How To Catch Catfish In A Lake At Night
Knowledge is the key to catching catfish in a lake at night.
Choosing the best location, the right bait, and the right tackle is important for any kind of fishing, but especially so when targeting catfish. They tend to be more active at night, moving around more to feed, which will increase your chances of a big catch.
Where to Target:
Catfish will generally live in the deepest water they can. However, they will come into shallow water to feed, especially under the cover of darkness. Target places where a stream or river meets the lake, as they provide an incoming source of food and, often, a deeper channel. Alternatively, look for places where an old creek or river bed runs through the lake, as they can provide the deep holes which catfish prefer to live in. It is usually the most productive to fish harder bottoms like clay or gravel.
Although they can often be found around structure, such as fallen trees or logs, it can be smart to avoid these place so you don’t lose all your fish to snags. Catfish tend to hang in water with a temperature around the mid-seventies, which means you need to choose your fishing location based on the seasons and where you are fishing.
What Tackle to Use:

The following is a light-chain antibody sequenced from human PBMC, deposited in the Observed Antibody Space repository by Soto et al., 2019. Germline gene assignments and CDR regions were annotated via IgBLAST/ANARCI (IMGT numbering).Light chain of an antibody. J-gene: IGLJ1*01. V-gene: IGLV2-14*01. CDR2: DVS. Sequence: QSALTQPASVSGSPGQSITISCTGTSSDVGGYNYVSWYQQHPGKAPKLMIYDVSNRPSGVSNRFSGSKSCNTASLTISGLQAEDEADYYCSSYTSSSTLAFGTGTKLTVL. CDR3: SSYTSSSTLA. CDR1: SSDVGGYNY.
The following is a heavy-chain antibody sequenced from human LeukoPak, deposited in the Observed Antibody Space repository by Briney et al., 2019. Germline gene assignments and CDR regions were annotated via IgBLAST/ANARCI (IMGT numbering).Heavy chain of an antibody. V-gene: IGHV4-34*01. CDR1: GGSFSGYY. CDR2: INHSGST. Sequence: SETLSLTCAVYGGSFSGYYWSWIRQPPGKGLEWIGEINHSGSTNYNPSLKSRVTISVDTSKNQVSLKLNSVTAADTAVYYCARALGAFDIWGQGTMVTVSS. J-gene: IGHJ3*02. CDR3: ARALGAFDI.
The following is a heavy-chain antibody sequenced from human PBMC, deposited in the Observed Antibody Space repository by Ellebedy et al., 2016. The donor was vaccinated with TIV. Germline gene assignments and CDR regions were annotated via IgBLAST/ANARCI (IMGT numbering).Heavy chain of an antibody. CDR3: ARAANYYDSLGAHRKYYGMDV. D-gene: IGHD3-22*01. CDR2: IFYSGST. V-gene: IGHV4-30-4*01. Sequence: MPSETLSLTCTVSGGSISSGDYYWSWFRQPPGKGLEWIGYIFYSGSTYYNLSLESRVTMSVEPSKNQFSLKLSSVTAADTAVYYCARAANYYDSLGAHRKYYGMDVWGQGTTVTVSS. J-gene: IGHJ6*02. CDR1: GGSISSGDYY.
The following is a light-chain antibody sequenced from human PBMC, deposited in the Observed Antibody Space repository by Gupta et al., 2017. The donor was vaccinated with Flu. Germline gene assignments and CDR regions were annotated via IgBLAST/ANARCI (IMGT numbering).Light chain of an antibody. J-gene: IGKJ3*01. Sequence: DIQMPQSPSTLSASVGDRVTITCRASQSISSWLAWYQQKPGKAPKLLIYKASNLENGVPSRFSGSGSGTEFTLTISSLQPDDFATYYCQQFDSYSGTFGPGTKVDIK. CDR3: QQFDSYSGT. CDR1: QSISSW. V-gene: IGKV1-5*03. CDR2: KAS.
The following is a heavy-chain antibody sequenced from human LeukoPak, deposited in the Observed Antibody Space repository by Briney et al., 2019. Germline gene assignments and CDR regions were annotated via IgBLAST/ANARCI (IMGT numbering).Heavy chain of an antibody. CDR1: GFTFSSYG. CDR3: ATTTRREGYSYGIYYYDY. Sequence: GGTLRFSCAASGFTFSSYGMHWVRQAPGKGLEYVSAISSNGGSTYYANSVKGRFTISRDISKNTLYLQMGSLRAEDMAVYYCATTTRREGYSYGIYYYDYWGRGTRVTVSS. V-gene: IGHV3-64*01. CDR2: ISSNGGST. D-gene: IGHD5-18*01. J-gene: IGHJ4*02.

The tackle that you choose needs to be matched to the size of the fish you expect to catch. If you are targeting smaller catfish, then light spinning or bait casting rods are sufficient. If you are going for especially large cats (in the range of fifty pounds and up), then heavy saltwater gear is appropriate. A rod around six to seven foot is usually the right size, but make sure that it is a good match with your reel. They are a tough fighting fish, so a heavy rod with medium flex should be used when targeting anything to large.
You want to set your baits on the bottom where the catfish prowl. The preferred method of doing this is to use a medium treble hook attached to a foot of so of leader, with a small sinker on the other end of the leader. Attach the leader to your main line, and your set to start fishing.
Every experienced angler has their preferred bait which they swear by, but in reality, catfish are not fussy. Use a bait size appropriate to the size of the fish you are targeting. There are many pre-prepared baits on the market, many of which work very well. Other favourites include chicken livers, whole live bream or shad, and earthworms. They will also hit a wide range of artificial baits and lures. It can be beneficial to burley around the area that you are fishing, attracting the fish to you and increasing your catch rates.